holding that the requirements in the introductory paragraph are mandatorySummary of this case from Scott ex Rel. Scott v. Astrue
Submitted: September 13, 2005.
Filed: February 27, 2006.
Appeal from the United States District Court for the Southern District of Iowa, James E. Gritzner, J.
Mary K. Hoefer, argued, Iowa City, IA, for appellant.
Christina Young Mein, argued, Social Security Admin., Kansas City, MO, for appellee.
Before MELLOY, LAY, and BENTON, Circuit Judges.
The district court affirmed the decision that Douglas A. Maresh is not entitled to disability-insurance benefits and supplemental-security income because he has the capacity to work. Maresh appeals. Because he meets Listing 12.05C, this court reverses and remands with directions to award benefits.
This court reviews de novo a district court's denial of social security benefits. See Lowe v. Apfel, 226 F.3d 969, 971 (8th Cir. 2000). This court determines "whether the Commissioner's decision is supported by substantial evidence in the record as a whole." Davis v. Apfel, 239 F.3d 962, 966 (8th Cir. 2001). Substantial evidence "is less than a preponderance, but is enough that a reasonable mind would find it adequate to support the Commissioner's conclusion." McKinney v. Apfel, 228 F.3d 860, 863 (8th Cir. 2000). This court will "consider evidence that detracts from the Commissioner's decision as well as evidence that supports it." Id.
Maresh argues that the ALJ erred in finding that his impairments do not meet Listing 12.05:
Mental retardation: Mental retardation refers to significantly subaverage general intellectual functioning with deficits in adaptive functioning initially manifested during the developmental period; i.e., the evidence demonstrates or supports onset of the impairment before age 22.
The required level of severity for this disorder is met when the requirements in A, B, C, or D are satisfied.
* * *
C. A valid verbal, performance, or full scale IQ of 60 through 70 and a physical or other mental impairment imposing an additional and significant work-related limitation of function.
20 C.F.R. Pt. 404, Subpt. P, App.1, § 12.05.
Maresh and the Commissioner disagree about what the Listing requires. According to the Commissioner, the introductory paragraph of the Listing requires that the deficits in adaptive functioning are initially manifested before age 22. According to Maresh, the introductory paragraph is merely an introduction that sets no requirements. Under Maresh's interpretation, he need only meet part C's requirements of (1) an IQ score of 60 through 70; and (2) an additional and significant work-related limitation of function.
This court agrees with the Commissioner that the requirements in the introductory paragraph are mandatory. The overall introduction to the mental disorders section states: "Listing 12.05 contains an introductory paragraph with the diagnostic description for mental retardation. It also contains four sets of criteria (paragraphs A through D). If your impairment satisfies the diagnostic description in the introductory paragraph and any one of the four sets of criteria, we will find that your impairment meets the listing." Id. at § 12.00. The cases Maresh cites are not to the contrary, because they do not discuss whether the introductory paragraph is mandatory. See Chunn v. Barnhart, 397 F.3d 667 (8th Cir. 2005); Jones v. Barnhart, 335 F.3d 697 (8th Cir. 2003); Sird v. Chater, 105 F.3d 401 (8th Cir. 1997). Under the plain language of the regulations, a claimant must demonstrate or support onset of the impairment before age 22.
Maresh argues that this court should apply the version of the regulations in effect before their amendment in 2000, see 65 Fed.Reg. 50,746-01. However, Maresh's hearing did not take place until 2002 — after the regulations were amended. See Russell v. Chater, 91 F.3d 63, 65 n. 1 (8th Cir. 1996) (per curiam) (declining to consider amendments to the Social Security Act not in effect at the time of the claimant's hearing).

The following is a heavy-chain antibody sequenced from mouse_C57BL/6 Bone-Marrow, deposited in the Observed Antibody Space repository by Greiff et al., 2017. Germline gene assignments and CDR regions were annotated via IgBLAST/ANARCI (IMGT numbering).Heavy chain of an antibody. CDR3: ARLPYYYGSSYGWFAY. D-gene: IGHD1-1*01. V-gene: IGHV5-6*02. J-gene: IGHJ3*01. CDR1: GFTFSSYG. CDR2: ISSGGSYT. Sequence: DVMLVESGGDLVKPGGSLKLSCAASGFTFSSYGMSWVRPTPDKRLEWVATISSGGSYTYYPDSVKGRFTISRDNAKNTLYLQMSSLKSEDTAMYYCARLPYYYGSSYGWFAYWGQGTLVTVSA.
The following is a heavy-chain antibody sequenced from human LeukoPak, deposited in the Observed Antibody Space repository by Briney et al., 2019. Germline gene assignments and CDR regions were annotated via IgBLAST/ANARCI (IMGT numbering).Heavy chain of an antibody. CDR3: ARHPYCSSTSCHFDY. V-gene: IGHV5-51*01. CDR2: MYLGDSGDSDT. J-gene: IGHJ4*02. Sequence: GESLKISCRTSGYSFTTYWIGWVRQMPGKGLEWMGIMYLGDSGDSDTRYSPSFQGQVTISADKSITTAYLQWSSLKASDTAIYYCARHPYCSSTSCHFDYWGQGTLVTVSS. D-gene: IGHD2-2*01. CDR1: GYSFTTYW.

However, this court disagrees with the Commissioner that the Listing's introductory paragraph requires a formal diagnosis of mental retardation. The plain language of the Listing does not so state, and the Commissioner cites no supporting authority. This court also rejects the Commissioner's assertion that Maresh is not entitled to benefits, applying the definition of mental retardation in the Diagnostic and Statistical Manual of Mental Disorders-Fourth Edition (DSM-IV). In revising the Listings of Impairments in 2002, the Commissioner rejected a proposal that the DSM's definition be used for Listing 12.05. See 67 Fed.Reg. 20,022.
In sum, to meet Listing 12.05C, a claimant must show: (1) a valid verbal, performance, or full scale IQ of 60 through 70; (2) an onset of the impairment before age 22; and (3) a physical or other mental impairment imposing an additional and significant work-related limitation of function. Because the Commissioner does not contest that Maresh meets the first requirement, this court focuses on requirements 2 and 3.
Although the ALJ did not address the issue, the record indicates that Maresh's mental retardation initially manifested itself before age 22. Maresh struggled in special education classes through the ninth grade, and then dropped out of school. The Commissioner concedes that Maresh had trouble with reading, writing, and math. In addition, Maresh emphasizes his verbal IQ score of 70, recorded at age 37. True, the score was recorded after the developmental period, but "a person's IQ is presumed to remain stable over time in the absence of any evidence of a change in a claimant's intellectual functioning." Muncy v. Apfel, 247 F.3d 728, 734 (8th Cir. 2001); see also 65 Fed.Reg. 50,753 (2000) (explaining that the regulations "permit us to use judgment, based on current evidence, to infer when the impairment began.") (emphasis added). Maresh also exhibited deficits in adaptive functioning at a young age, when he had frequent fights with other children. Based on the substantial evidence, the ALJ should have found that Maresh's impairment manifested itself during his developmental period.